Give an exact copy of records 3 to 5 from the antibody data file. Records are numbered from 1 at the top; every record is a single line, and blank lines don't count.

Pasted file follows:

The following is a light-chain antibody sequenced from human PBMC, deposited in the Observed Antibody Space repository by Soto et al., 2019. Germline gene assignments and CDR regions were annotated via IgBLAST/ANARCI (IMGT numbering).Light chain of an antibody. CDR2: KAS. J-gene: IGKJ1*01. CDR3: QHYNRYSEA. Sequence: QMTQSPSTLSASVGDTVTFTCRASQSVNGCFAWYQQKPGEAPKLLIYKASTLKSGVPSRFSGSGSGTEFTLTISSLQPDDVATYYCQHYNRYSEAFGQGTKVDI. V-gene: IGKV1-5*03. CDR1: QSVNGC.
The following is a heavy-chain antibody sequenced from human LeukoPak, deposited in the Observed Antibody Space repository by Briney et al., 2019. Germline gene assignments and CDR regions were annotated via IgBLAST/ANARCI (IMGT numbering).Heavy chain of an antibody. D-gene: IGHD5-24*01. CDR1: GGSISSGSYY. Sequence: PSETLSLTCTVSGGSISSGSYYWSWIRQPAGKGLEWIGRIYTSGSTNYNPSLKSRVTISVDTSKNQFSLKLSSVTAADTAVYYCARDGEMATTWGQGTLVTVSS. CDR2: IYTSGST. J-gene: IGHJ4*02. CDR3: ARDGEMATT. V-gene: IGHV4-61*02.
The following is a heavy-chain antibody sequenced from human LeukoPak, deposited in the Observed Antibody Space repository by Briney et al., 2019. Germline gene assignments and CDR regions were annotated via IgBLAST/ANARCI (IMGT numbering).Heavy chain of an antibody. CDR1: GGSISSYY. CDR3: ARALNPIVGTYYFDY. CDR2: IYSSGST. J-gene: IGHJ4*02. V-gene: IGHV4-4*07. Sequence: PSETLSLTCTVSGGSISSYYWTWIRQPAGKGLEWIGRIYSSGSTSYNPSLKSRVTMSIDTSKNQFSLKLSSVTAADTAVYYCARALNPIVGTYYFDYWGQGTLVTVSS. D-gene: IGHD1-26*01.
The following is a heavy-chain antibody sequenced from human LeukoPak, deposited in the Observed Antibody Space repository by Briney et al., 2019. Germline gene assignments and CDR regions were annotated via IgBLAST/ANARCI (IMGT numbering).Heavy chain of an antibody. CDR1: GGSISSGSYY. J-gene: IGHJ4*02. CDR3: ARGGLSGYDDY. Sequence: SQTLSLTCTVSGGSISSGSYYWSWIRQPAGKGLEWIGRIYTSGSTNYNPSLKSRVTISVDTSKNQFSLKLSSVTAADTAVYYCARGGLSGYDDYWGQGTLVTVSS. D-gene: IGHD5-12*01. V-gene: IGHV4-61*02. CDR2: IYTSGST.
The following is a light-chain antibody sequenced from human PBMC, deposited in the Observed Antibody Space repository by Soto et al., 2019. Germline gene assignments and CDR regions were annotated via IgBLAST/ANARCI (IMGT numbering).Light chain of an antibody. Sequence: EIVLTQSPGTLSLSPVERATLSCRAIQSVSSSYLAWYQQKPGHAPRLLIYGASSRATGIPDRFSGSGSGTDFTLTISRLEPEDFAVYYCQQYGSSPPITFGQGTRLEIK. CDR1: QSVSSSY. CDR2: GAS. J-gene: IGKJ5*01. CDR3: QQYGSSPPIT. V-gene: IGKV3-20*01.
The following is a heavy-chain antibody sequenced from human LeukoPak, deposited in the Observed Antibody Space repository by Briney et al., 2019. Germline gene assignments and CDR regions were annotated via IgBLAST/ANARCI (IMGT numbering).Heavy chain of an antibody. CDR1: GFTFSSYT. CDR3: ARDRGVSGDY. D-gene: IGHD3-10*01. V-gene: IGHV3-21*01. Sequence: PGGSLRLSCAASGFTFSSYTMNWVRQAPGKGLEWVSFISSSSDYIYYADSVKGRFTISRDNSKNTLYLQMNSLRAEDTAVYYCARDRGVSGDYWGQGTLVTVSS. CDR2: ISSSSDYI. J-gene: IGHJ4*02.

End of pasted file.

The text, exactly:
The following is a heavy-chain antibody sequenced from human LeukoPak, deposited in the Observed Antibody Space repository by Briney et al., 2019. Germline gene assignments and CDR regions were annotated via IgBLAST/ANARCI (IMGT numbering).Heavy chain of an antibody. CDR1: GGSISSYY. CDR3: ARALNPIVGTYYFDY. CDR2: IYSSGST. J-gene: IGHJ4*02. V-gene: IGHV4-4*07. Sequence: PSETLSLTCTVSGGSISSYYWTWIRQPAGKGLEWIGRIYSSGSTSYNPSLKSRVTMSIDTSKNQFSLKLSSVTAADTAVYYCARALNPIVGTYYFDYWGQGTLVTVSS. D-gene: IGHD1-26*01.
The following is a heavy-chain antibody sequenced from human LeukoPak, deposited in the Observed Antibody Space repository by Briney et al., 2019. Germline gene assignments and CDR regions were annotated via IgBLAST/ANARCI (IMGT numbering).Heavy chain of an antibody. CDR1: GGSISSGSYY. J-gene: IGHJ4*02. CDR3: ARGGLSGYDDY. Sequence: SQTLSLTCTVSGGSISSGSYYWSWIRQPAGKGLEWIGRIYTSGSTNYNPSLKSRVTISVDTSKNQFSLKLSSVTAADTAVYYCARGGLSGYDDYWGQGTLVTVSS. D-gene: IGHD5-12*01. V-gene: IGHV4-61*02. CDR2: IYTSGST.
The following is a light-chain antibody sequenced from human PBMC, deposited in the Observed Antibody Space repository by Soto et al., 2019. Germline gene assignments and CDR regions were annotated via IgBLAST/ANARCI (IMGT numbering).Light chain of an antibody. Sequence: EIVLTQSPGTLSLSPVERATLSCRAIQSVSSSYLAWYQQKPGHAPRLLIYGASSRATGIPDRFSGSGSGTDFTLTISRLEPEDFAVYYCQQYGSSPPITFGQGTRLEIK. CDR1: QSVSSSY. CDR2: GAS. J-gene: IGKJ5*01. CDR3: QQYGSSPPIT. V-gene: IGKV3-20*01.